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Data migration

juicefs sync is a powerful data migration tool, which can copy data across all supported storages including object storage, JuiceFS itself, and local file systems, you can freely copy data between any of these systems. In addition, it supports remote directories through SSH, HDFS, WebDAV, etc. while providing advanced features such as incremental synchronization, and pattern matching (like rsync), and distributed syncing.

Mixing Community Edition and Enterprise Edition

juicefs sync shares code between community edition and enterprise edition, that's why even if you use the other version, sync will continue to work normally, with one exception with jfs:// protocols. CE and EE employ different metadata implementations, so if jfs:// is involved, you can't mixed two editions.

juicefs sync works like this:

juicefs sync [command options] SRC DST

# Sync object from OSS to S3
juicefs sync oss://mybucket.oss-cn-shanghai.aliyuncs.com s3://mybucket.s3.us-east-2.amazonaws.com

# Sync objects from S3 to JuiceFS
juicefs sync s3://mybucket.s3.us-east-2.amazonaws.com/ jfs://VOL_NAME/

# SRC: a1/b1,a2/b2,aaa/b1 DST: empty sync result: aaa/b1
juicefs sync --exclude='a?/b*' s3://mybucket.s3.us-east-2.amazonaws.com/ jfs://VOL_NAME/

# SRC: a1/b1,a2/b2,aaa/b1 DST: empty sync result: a1/b1,aaa/b1
juicefs sync --include='a1/b1' --exclude='a[1-9]/b*' s3://mybucket.s3.us-east-2.amazonaws.com/ jfs://VOL_NAME/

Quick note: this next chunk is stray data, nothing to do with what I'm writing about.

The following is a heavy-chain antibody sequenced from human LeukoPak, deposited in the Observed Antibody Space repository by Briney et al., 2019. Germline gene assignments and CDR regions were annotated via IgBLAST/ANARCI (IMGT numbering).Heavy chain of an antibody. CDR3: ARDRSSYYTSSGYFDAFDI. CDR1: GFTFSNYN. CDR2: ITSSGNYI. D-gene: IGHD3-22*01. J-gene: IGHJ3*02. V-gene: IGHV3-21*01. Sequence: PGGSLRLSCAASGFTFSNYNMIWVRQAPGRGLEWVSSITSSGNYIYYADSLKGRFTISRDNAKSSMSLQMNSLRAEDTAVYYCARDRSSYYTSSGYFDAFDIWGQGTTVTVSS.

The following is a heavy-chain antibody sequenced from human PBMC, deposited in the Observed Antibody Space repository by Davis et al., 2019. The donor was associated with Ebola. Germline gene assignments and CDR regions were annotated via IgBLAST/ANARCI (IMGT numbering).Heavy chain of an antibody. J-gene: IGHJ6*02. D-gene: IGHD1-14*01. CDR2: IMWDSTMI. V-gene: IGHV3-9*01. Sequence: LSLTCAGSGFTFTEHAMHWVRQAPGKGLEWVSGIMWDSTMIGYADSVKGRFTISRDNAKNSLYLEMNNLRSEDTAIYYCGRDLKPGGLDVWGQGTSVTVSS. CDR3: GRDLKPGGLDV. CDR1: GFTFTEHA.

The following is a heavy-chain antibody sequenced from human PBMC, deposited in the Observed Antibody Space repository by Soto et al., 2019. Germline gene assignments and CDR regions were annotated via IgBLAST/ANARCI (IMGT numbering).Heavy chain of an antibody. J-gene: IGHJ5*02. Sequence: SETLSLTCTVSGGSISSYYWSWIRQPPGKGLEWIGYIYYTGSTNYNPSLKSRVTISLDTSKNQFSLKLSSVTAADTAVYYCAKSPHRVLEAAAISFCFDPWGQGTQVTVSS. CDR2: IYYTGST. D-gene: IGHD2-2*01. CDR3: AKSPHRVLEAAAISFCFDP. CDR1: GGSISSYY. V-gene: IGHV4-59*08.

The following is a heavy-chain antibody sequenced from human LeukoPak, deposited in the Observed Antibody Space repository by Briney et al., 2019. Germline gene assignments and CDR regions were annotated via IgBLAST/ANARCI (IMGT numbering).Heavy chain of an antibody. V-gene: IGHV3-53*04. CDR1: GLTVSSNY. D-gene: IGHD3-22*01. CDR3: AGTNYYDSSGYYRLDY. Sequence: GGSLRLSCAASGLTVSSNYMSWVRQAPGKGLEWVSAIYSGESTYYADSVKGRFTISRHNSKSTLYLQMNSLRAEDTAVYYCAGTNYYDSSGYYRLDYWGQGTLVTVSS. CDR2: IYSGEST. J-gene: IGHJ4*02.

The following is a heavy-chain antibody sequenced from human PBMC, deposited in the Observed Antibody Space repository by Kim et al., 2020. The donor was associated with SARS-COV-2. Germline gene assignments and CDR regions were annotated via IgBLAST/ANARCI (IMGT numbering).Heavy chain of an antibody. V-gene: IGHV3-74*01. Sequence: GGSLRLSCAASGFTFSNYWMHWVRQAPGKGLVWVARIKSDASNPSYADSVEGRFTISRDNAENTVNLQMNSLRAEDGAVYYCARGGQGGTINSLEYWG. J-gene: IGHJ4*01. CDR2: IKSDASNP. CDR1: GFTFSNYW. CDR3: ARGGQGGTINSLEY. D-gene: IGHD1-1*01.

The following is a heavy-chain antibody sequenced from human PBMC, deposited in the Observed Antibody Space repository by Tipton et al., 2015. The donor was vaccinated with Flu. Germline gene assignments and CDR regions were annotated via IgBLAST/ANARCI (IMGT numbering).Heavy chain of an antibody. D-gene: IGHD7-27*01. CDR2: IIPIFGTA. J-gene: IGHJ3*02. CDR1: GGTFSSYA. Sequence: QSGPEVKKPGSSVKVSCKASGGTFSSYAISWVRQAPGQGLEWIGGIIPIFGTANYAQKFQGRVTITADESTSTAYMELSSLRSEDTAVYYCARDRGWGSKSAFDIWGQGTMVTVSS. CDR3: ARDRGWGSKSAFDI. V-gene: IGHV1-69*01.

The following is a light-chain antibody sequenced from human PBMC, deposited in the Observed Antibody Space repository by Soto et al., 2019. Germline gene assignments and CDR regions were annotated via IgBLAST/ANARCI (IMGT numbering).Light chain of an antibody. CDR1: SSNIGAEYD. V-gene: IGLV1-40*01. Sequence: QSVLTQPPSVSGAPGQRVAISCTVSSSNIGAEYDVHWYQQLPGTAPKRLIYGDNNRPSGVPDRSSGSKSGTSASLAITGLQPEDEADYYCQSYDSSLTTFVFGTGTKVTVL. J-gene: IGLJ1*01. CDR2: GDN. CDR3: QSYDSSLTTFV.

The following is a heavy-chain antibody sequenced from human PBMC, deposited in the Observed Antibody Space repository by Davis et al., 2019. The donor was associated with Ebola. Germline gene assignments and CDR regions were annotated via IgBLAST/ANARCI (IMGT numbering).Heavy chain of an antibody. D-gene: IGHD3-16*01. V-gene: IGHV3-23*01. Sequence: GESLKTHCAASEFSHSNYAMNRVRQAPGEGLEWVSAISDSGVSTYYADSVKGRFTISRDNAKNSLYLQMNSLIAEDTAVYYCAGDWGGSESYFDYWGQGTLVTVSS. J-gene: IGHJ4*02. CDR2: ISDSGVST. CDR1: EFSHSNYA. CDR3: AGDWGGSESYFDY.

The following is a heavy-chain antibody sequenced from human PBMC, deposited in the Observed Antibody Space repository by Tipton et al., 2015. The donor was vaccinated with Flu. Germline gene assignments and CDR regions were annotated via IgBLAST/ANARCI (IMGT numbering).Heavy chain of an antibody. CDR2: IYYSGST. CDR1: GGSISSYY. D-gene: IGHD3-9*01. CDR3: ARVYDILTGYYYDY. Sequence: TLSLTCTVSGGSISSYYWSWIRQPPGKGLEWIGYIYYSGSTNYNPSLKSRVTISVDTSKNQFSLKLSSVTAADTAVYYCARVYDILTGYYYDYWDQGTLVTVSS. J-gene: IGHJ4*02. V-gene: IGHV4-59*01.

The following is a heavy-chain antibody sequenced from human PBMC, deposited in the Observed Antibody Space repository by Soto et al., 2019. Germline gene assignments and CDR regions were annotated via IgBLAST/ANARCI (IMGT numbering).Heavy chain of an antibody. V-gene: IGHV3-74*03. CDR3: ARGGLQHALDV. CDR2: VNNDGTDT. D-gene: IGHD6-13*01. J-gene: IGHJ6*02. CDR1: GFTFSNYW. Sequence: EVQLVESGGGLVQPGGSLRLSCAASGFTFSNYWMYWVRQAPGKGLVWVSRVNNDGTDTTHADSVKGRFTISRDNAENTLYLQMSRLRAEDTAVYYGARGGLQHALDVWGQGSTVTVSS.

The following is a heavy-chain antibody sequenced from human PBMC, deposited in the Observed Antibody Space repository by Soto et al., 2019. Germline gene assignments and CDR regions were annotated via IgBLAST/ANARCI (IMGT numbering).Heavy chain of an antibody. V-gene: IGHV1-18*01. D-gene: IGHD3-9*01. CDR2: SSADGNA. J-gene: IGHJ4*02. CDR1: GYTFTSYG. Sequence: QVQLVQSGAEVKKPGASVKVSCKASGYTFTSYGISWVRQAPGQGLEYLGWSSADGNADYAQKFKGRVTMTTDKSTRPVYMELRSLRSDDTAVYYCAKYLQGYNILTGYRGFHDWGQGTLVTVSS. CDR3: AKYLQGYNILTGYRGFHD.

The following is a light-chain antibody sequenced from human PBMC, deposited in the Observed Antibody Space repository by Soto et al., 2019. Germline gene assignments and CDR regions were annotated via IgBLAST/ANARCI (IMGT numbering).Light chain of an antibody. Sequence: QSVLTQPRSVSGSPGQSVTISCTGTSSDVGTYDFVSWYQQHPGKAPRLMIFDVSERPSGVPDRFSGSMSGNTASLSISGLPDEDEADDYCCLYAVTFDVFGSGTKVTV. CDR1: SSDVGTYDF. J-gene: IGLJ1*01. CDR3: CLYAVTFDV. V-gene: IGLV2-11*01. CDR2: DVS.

# SRC: a1/b1,a2/b2,aaa/b1,b1,b2 DST: empty sync result: a1/b1,b2
juicefs sync --include='a1/b1' --exclude='a*' --include='b2' --exclude='b?' s3://mybucket.s3.us-east-2.amazonaws.com/ jfs://VOL_NAME/

Pattern matching

When composing a sync command, keep in mind that SRC and DST ending with a trailing / are treated as directories (e.g. movie/.) Those don't without a trailing / are treated as prefixes, and will be used for pattern matching. Assuming we have test and text directories in the current directory, the following command can synchronize them into the destination ~/mnt/:

juicefs sync ./te ~/mnt/

In this way, the subcommand sync takes te as a prefix to find all the matching directories, i.e. test and text. The above command will copy them to ~/mnt/.

You can also change the destination to add a prefix, effectively renaming while copying:

# The `test` directory synchronized to the destination directory will be renamed as `abst`, and `text` will be `abxt`
juicefs sync ./te ~/mnt/ab

Similar to rsync, you can use --exclude, --include patterns to build filters:

  • Patterns ending with / only matches directories; otherwise, they match files, links or devices.
  • Patterns containing *, ? or [ match as wildcards, otherwise, they match as regular strings;